Bowling greens were also constructed in private settings, where they combined ornament and recreation. Since there are so few private bowling greens documented in the 17th and early-18th centuries except on the plantations of those colonists who had substantial resources such as William Byrd II and William Middleton, it has been argued that genteel sports, such as lawn bowling, fencing, and riding helped to define the colonial social structure, particularly in the southern colonies. As the 18th century progressed, the practice of constructing bowling greens on the estates of the economic and political elites grew.
Col. George Braxton (1776-1781), describing his garden in King and Queen County, VA writes:
“I agreed with Alexander Oliver Gardener to make a Courtyard before my Door according to Art; and after the best manner I shall think proper, that is likewise to finish my falling Garden with a Bolling Green.”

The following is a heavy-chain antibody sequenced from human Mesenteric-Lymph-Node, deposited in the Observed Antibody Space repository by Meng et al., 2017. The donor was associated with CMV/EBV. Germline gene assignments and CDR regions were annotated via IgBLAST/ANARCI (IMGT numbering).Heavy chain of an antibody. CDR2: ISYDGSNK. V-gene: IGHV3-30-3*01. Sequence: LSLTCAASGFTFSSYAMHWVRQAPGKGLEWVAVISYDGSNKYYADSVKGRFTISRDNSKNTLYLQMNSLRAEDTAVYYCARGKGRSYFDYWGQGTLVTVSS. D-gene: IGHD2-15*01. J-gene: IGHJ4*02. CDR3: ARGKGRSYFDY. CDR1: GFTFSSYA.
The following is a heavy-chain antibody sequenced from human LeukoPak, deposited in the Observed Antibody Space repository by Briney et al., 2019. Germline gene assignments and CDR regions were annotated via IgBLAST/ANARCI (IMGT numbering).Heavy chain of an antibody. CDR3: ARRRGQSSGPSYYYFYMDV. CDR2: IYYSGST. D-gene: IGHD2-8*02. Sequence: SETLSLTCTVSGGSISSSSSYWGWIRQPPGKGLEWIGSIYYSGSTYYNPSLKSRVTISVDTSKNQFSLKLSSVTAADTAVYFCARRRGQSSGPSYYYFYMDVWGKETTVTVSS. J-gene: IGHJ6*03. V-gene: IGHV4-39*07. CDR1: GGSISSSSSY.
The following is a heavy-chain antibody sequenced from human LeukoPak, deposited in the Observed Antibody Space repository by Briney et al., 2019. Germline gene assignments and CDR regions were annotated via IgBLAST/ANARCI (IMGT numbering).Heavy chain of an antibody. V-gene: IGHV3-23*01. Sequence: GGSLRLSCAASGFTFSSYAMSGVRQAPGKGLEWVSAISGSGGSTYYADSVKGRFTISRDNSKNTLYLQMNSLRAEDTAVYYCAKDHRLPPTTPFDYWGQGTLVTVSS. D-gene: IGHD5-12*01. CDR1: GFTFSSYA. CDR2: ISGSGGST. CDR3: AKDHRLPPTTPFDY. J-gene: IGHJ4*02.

George Washington, in his diary for September 30 & October 28, 1785, wrote of Mount Vernon:
[September 30] “Began again to Smooth the Face of the Lawn, or Bolling Green on the West front of my House—what I had done before the Rains, proving abortive. . .
[October 28] “Finished levelling and Sowing the lawn in front of the Ho[use] intended for a Bolling Green—as far as the Garden Houses.”
Apparently, the construction was successful, and plantings were continued since in June 1798, Julian Ursyn Niemcewicz, described the lawn at George Washington’s Mount Vernon as:
“Two bowling greens, a circular one near the house, the other very large and irregular, form the courtyard in front of the house. All kinds of trees, bushes, flowering plants, ornament the two sides of the court. . . The path which runs all around the bowling green is planted with a thousand kind[s] of trees, plants and bushes; crowning them are two immense Spanish chestnuts that Gl. Wash planted himself.”